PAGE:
John head

John, by anonymous Spanish painter, 1600-1645

“The earth, like the heart…travels along an elliptical path, drawn towards a dark bath…” Bjork

“During that summer, when unicorns were possible; when the purpose of knees was to be skinned…during that summer that may never have been…watermelons ruled…bites are fewer now; each one is savored lingeringly…” John Tobias

“Nobody told me there’d be days like these, strange days indeed…” John Lennon

June 21 and 24 are peculiar non-holiday holidays that celebrate the summer solstice and the alleged birthday of a man referred to as John the serial baptizer, prophet, king of summer, and critic. Numerous other events that occur on June 21 and 24 are not widely celebrated, such as the recorded sighting of Halley’s Comet (451), International Yoga and World Music Day, the expulsion of Jews from France in 1322, and the birth of Prince of Wales Williams (6/21/1982).Why do we still acknowledge summer solstice and the feast day of a man that was beheaded?

In our agrarian past, we labored non-stop from February to June restoring and cultivating the land, putting animals in pastures, and restocking larders. In June, the pace slowed; we relaxed. We relished our accomplishments. We arranged festive celebrations and feasts (Litha), and developed rituals to honor our success. Sun based celebrations entreated the sun to remain. The Oak King yielded his crown to the Holly King. In ancient Greece, the festival of Kronia (honoring Cronus) was held. Similar to the UK’s Boxing Day, slaves and the elite celebrated together. In Ireland, the goddess Aine was honored, and in Rome, Vesta took center stage. Different people have called this date Alban Hefin, Feill-Sheathain, Feast of Epona, Gathering Day, Sonnwend, Thing-Tide, Vestalia, and Whitsuntide.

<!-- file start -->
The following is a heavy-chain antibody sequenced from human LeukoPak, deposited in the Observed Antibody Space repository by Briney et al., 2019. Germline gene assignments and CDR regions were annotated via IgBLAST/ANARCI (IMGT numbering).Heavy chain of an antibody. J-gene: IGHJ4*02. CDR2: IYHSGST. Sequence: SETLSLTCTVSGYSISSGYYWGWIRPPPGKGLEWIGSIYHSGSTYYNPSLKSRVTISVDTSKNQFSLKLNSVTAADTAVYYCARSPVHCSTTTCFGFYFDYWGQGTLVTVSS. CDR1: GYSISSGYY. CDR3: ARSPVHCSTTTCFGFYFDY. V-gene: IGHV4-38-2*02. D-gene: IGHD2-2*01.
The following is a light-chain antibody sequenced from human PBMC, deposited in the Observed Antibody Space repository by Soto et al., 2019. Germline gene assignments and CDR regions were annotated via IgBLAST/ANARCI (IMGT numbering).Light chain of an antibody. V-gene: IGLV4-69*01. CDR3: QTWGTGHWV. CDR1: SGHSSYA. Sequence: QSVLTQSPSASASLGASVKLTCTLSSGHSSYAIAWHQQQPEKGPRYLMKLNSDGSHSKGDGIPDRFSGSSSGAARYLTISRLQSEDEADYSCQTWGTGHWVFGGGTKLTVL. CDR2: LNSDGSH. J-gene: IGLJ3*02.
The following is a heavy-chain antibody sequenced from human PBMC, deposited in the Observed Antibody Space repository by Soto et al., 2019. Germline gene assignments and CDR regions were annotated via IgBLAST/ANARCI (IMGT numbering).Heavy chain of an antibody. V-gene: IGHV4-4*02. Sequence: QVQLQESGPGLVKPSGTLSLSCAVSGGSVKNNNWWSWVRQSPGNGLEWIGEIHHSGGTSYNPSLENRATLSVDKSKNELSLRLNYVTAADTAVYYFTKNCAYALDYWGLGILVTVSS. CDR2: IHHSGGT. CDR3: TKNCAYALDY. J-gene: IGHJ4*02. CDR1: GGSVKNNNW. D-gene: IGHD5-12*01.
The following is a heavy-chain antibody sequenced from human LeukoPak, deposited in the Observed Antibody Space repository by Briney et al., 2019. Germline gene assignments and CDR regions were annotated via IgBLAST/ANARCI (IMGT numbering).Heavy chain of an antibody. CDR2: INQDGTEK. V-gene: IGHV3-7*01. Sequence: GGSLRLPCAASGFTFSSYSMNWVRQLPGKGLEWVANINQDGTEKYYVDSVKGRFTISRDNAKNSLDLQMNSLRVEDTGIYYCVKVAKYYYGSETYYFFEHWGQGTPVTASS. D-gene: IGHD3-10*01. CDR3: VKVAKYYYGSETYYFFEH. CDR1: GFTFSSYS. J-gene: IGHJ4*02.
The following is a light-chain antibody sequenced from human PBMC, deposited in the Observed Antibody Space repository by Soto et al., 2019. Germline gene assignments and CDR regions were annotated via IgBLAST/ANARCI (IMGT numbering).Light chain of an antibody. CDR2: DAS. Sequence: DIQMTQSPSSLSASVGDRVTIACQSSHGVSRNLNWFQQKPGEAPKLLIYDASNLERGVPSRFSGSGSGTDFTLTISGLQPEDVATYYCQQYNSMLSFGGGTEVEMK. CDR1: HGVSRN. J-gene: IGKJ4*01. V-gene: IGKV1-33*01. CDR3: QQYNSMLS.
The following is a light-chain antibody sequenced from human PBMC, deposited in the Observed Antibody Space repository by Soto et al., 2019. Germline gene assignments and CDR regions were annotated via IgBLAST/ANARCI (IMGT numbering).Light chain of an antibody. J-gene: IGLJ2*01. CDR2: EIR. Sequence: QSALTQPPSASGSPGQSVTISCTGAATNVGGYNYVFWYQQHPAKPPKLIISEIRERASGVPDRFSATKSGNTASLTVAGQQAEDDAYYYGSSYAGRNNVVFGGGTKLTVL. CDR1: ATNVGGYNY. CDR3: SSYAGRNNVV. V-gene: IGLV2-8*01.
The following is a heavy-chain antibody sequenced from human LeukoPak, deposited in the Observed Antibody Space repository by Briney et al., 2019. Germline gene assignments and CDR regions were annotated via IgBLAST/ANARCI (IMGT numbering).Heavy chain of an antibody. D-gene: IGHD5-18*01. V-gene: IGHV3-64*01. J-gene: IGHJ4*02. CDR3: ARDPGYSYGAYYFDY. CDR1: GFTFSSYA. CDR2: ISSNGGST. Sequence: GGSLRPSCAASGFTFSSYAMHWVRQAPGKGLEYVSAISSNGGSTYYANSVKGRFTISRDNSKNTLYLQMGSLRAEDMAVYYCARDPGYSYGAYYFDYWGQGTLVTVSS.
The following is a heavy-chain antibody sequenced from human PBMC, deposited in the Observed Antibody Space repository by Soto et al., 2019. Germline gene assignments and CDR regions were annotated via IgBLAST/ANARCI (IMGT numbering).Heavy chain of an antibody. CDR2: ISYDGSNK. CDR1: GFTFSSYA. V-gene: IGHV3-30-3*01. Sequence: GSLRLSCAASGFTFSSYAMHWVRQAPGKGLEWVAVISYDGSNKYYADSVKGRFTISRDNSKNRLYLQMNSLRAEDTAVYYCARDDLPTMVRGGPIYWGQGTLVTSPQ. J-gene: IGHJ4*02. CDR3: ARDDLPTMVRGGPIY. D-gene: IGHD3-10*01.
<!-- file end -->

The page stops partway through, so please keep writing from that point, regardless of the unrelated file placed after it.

We danced, sung, told stories, and lit huge bonfires. Homes were decorated with mistletoe, ivy, and holly, as well as rue, fennel, and St. John’s Wort. Fires were originally called “bone fires” because young boys threw bones and other noxious-smelling things on the fire to drive away potential monsters and spirits. Some believed their crops would grow as high as the flames reached, or as high as they could jump over burning embers. Farmers drove their cattle through the fires to inoculate them against disease and promote fertility. Sometimes ashes from the bonfires were scattered over fields to protect crops from blight and ensure a good harvest. People knew faeries were about on this night. To see them, according to cunning folk, one should gather ferns at midnight rub over closed eyelids. Carry some rue and turn your clothes inside out to ensure you’re not spirited away by the wee folk. As an extra measure, follow old ley lines that surge with protective energy.

Midsummer bonfires were also associated with courtship and fertility rituals. Girls made wreaths of leaves, vines, and ribbons and hung the wreaths in a tall fir tree that had been cut down and placed upright in the middle of a bonfire. As flames licked at their heels, boys would climb the tree, take down the wreaths, and stand on one side of the fire while the girls stood on the other. Sometimes the girls would just throw the wreaths across the fire to the boys they wanted to marry. As the flames died, the couples would join hands and leap over the fire three times for good luck. A fire wheel was also rolled down a hill. If it remained lit, there would be an abundance of crops at harvest.